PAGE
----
However, he reveals a secret: the caretaker of his synagogue has a Jewish father but a Muslim mother. Because he has been serving the congregation well for so long, he is tolerated, but he is not admitted to the alijah, the call to the Torah. “Actually, we would also like to have a Jewish butcher, but there haven't been any for a long time. That's why we get our meat from a Muslim butcher. "
Mikveh A wedding is being prepared in the Magen Hassidim Synagogue, just 15 minutes' walk from Aaron Kandlekar's Synagogue. The facade of the house shines thanks to generous donations, the condition and the interior are beyond any doubt. There is even a mikvah, a ritual bath, here.
Jewel and Haim, both native Jews, will get married in this synagogue the next day. That evening there will be dinner with friends and family, the light blue plastic chairs in the courtyard in front of the synagogue are all occupied. In a short pause between two songs on the stereo system that are sung in Mahrati - the local Hindi dialect in Mumbai - you can hear the Adhan, the Islamic call to prayer, from the nearby mosques. The synagogue is in the middle of a quarter with a high Muslim population.
Benjamin Daniel Divekar, the head of the parish of this synagogue, doesn't see this as a big problem. "In our community no one has ever been insulted or injured." But some of his friends had the car doors scratched. Because of this, and because there are too few parking spaces, most of the guests that evening came by taxi.
Minority In relation to the other religions, India's Jews only play a subordinate role. In a country of 1.2 billion people, the Jewish minority is vanishingly small with around 5,000 members. But almost 1000 guests are present at the pompous wedding celebration of Jewel and Haim. Looking at just 4,000 Bnei Israel in Mumbai, Solomon Talkar, the groom's uncle, reveals: “Perhaps half of the guests are Jewish. Many of our friends are Hindus, and of course they are invited today too. "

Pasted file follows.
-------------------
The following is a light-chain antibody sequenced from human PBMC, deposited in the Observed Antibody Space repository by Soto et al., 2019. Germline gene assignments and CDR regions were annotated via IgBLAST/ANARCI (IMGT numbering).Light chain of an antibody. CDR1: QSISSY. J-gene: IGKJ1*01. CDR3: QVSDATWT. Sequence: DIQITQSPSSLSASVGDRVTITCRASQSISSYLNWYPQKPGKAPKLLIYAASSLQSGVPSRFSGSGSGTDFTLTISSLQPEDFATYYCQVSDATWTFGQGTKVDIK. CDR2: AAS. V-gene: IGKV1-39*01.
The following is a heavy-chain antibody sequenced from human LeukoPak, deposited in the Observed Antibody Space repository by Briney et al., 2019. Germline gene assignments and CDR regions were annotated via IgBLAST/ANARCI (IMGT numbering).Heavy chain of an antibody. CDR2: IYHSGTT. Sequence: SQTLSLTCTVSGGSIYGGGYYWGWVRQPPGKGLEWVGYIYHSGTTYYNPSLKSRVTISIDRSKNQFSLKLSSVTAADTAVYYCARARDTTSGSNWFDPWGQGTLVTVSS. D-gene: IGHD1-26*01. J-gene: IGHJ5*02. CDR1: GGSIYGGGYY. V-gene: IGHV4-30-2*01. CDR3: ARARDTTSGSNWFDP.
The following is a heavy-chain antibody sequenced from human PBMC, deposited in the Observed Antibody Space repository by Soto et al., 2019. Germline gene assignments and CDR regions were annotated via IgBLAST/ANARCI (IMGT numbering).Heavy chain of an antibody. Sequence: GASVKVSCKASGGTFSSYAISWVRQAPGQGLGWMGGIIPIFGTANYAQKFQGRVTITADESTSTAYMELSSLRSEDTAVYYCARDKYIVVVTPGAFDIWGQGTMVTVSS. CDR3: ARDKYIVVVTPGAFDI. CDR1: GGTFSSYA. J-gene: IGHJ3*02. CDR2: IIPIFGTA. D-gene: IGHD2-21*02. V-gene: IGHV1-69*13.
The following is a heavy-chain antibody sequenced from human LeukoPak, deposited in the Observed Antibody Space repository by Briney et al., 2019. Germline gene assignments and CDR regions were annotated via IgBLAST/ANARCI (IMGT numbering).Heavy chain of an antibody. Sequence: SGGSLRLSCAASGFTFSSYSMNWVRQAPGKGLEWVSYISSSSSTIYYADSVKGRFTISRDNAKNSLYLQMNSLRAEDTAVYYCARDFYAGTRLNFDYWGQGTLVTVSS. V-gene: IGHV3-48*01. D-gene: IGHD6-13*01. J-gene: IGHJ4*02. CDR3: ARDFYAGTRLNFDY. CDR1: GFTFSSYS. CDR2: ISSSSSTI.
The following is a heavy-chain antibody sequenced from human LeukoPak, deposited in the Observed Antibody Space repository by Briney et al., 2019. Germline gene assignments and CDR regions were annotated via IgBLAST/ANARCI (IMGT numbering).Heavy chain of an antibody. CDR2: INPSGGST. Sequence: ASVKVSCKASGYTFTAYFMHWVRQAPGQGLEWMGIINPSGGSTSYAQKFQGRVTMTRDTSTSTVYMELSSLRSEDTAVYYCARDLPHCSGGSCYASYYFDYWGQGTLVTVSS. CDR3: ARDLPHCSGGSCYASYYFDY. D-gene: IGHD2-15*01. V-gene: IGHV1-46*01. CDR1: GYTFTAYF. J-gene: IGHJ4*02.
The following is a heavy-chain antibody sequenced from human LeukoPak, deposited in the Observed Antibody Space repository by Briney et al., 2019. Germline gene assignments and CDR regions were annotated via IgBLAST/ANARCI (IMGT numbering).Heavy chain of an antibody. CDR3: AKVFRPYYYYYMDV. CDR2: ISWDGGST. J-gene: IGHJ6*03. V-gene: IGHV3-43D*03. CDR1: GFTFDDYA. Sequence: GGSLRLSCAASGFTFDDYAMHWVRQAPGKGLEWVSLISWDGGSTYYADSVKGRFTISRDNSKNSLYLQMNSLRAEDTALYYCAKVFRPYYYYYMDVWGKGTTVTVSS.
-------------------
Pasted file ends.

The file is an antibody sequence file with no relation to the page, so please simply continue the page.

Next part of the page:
In India there are always religious conflicts, but primarily between Hindus and Muslims. Jews were never part of religious disputes. "We are very proud that we can live out Judaism in peace in India," says Yael Jhirad, President of India's Women’s International Zionist Organization (WIZO).
The next evening the whole congregation has gathered in the synagogue and awaits the arrival of the bride and groom. The magnificent chuppah was stretched over the bima. Family members Jewel and Haim cheer frenetically. After exchanging the rings and kissing the Torah, two glasses are broken and seven candles are lit together, a local Indian tradition. “Weddings like this have become rare, but they are part of living Judaism in Mumbai. Circumcisions of newborns are even rarer; they take place no more than every two months, «says Elis Solomon Talkar.
Attack But Jewish life in India also has terrible hours. The Keneseth Eliyahoo Synagogue, which was built in 1884, is located in Colaba, Mumbai's most touristy district. For the 125th anniversary, the then Federal President Horst Köhler also paid a visit. The synagogue's rabbi was Gavriel Holtzberg, who fell victim to the terrorist attacks in Mumbai on November 26, 2008.
The Chabad Center in the Nariman building, about ten minutes by car from the synagogue, served as a residence for him and his wife. You can still see the bullet holes today. The attacks of 2008 are also the reason why police are standing around the clock in front of every synagogue in India today - and why a telephone number was set up specifically for Jewish institutions.
But Elis Solomon is certain that the Jewish community will have as much a future in India as it has a past. »Even after 2008 we feel safe. And the Jews who still live here today will not leave India. Too many have already left, but we have come to stay. We'll never go. "